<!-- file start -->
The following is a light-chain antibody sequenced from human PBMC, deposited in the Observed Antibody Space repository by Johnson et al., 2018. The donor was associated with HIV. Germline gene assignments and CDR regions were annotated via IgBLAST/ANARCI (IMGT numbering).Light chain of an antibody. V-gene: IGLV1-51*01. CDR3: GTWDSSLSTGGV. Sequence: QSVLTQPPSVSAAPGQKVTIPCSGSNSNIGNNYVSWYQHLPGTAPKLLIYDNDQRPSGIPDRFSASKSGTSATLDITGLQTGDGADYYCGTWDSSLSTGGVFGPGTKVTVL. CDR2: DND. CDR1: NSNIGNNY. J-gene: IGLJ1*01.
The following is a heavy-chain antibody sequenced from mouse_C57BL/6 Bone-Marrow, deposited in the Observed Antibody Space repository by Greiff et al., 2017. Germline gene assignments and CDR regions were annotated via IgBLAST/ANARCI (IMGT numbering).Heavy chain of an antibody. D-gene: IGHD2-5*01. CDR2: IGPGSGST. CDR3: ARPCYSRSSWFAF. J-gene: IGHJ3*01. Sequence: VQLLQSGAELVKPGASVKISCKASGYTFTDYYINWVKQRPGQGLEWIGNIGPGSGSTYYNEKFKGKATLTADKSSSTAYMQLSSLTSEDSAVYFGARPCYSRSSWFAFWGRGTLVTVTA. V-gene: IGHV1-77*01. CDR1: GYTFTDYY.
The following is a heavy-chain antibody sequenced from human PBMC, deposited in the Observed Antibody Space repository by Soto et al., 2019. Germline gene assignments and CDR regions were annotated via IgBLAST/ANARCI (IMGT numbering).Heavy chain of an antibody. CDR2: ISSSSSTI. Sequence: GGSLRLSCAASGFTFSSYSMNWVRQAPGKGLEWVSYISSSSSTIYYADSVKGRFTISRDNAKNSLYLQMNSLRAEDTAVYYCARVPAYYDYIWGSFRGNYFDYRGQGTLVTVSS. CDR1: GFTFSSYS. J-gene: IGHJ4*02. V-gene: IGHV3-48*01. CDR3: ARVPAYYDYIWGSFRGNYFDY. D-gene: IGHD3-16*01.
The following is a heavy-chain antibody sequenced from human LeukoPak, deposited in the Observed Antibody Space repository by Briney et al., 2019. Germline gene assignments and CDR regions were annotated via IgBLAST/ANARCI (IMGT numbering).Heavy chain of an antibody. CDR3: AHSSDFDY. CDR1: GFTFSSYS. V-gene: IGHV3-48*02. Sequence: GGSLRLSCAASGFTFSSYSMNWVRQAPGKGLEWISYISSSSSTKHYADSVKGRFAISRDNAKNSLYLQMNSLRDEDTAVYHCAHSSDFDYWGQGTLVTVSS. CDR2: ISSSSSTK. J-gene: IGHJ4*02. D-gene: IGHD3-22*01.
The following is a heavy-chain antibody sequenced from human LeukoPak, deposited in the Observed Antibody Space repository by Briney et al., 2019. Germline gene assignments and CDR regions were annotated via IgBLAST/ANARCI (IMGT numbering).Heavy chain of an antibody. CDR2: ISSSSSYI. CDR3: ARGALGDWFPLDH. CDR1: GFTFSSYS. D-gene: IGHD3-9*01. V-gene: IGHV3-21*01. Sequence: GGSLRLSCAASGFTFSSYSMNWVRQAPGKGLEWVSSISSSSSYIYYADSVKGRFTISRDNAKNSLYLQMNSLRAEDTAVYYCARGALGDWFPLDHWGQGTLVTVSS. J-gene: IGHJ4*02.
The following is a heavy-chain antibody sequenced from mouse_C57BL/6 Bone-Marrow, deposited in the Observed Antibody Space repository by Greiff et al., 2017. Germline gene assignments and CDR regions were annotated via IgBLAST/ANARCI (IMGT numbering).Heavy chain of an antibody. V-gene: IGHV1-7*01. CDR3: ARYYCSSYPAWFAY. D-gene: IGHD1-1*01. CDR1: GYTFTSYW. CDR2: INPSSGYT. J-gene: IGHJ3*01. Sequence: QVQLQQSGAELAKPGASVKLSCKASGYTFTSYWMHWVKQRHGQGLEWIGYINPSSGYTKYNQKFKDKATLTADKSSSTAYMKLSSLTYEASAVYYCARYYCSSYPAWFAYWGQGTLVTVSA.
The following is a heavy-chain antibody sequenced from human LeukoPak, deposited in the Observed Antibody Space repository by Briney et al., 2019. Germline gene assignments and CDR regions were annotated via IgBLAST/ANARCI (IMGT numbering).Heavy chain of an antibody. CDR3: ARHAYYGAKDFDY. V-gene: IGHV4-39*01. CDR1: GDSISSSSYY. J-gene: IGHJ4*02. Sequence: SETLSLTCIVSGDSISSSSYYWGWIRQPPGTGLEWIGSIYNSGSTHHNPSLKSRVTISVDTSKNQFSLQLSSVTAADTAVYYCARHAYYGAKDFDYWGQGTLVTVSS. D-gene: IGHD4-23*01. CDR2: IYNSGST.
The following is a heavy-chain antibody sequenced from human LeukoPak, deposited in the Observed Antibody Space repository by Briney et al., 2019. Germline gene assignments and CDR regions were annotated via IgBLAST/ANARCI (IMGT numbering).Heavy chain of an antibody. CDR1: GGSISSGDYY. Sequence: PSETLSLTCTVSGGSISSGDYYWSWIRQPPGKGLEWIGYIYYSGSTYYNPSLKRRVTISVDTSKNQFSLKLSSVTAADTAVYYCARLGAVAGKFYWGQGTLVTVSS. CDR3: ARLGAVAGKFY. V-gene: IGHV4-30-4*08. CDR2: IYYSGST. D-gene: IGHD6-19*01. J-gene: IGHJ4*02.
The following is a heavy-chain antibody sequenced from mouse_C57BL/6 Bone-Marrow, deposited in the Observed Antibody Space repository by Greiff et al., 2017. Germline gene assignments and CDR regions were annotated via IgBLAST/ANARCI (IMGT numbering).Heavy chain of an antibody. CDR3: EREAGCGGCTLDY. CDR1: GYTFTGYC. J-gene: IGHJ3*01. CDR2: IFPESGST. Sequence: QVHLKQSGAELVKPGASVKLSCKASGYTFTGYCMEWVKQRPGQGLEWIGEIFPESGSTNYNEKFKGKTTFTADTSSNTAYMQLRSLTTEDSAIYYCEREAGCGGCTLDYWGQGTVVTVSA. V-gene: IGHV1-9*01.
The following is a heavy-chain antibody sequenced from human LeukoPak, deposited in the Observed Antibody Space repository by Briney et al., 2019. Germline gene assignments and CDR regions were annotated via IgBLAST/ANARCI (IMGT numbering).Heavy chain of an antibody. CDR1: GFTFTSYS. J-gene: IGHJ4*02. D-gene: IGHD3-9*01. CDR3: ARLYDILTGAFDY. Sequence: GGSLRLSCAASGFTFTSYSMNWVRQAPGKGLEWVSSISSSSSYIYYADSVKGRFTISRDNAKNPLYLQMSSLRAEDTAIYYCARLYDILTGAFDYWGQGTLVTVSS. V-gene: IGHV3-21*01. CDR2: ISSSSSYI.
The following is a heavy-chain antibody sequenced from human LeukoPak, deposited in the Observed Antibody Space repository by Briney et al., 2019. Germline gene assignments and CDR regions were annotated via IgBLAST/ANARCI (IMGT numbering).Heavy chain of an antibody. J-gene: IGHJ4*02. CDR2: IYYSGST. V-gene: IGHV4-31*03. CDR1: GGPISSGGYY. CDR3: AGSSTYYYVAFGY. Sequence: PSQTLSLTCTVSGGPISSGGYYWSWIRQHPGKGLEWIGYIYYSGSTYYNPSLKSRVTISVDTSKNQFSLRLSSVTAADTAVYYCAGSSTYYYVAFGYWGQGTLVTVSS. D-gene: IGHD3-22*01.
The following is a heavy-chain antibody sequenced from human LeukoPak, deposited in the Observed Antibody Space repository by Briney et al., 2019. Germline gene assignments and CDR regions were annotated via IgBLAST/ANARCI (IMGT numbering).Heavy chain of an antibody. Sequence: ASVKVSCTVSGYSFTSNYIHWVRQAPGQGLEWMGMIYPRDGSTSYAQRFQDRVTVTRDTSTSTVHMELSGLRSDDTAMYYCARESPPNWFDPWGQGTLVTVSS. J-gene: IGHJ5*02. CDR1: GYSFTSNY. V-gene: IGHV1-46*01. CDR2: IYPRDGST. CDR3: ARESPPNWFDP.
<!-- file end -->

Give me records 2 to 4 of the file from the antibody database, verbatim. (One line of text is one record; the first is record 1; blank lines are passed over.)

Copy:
The following is a heavy-chain antibody sequenced from mouse_C57BL/6 Bone-Marrow, deposited in the Observed Antibody Space repository by Greiff et al., 2017. Germline gene assignments and CDR regions were annotated via IgBLAST/ANARCI (IMGT numbering).Heavy chain of an antibody. D-gene: IGHD2-5*01. CDR2: IGPGSGST. CDR3: ARPCYSRSSWFAF. J-gene: IGHJ3*01. Sequence: VQLLQSGAELVKPGASVKISCKASGYTFTDYYINWVKQRPGQGLEWIGNIGPGSGSTYYNEKFKGKATLTADKSSSTAYMQLSSLTSEDSAVYFGARPCYSRSSWFAFWGRGTLVTVTA. V-gene: IGHV1-77*01. CDR1: GYTFTDYY.
The following is a heavy-chain antibody sequenced from human PBMC, deposited in the Observed Antibody Space repository by Soto et al., 2019. Germline gene assignments and CDR regions were annotated via IgBLAST/ANARCI (IMGT numbering).Heavy chain of an antibody. CDR2: ISSSSSTI. Sequence: GGSLRLSCAASGFTFSSYSMNWVRQAPGKGLEWVSYISSSSSTIYYADSVKGRFTISRDNAKNSLYLQMNSLRAEDTAVYYCARVPAYYDYIWGSFRGNYFDYRGQGTLVTVSS. CDR1: GFTFSSYS. J-gene: IGHJ4*02. V-gene: IGHV3-48*01. CDR3: ARVPAYYDYIWGSFRGNYFDY. D-gene: IGHD3-16*01.
The following is a heavy-chain antibody sequenced from human LeukoPak, deposited in the Observed Antibody Space repository by Briney et al., 2019. Germline gene assignments and CDR regions were annotated via IgBLAST/ANARCI (IMGT numbering).Heavy chain of an antibody. CDR3: AHSSDFDY. CDR1: GFTFSSYS. V-gene: IGHV3-48*02. Sequence: GGSLRLSCAASGFTFSSYSMNWVRQAPGKGLEWISYISSSSSTKHYADSVKGRFAISRDNAKNSLYLQMNSLRDEDTAVYHCAHSSDFDYWGQGTLVTVSS. CDR2: ISSSSSTK. J-gene: IGHJ4*02. D-gene: IGHD3-22*01.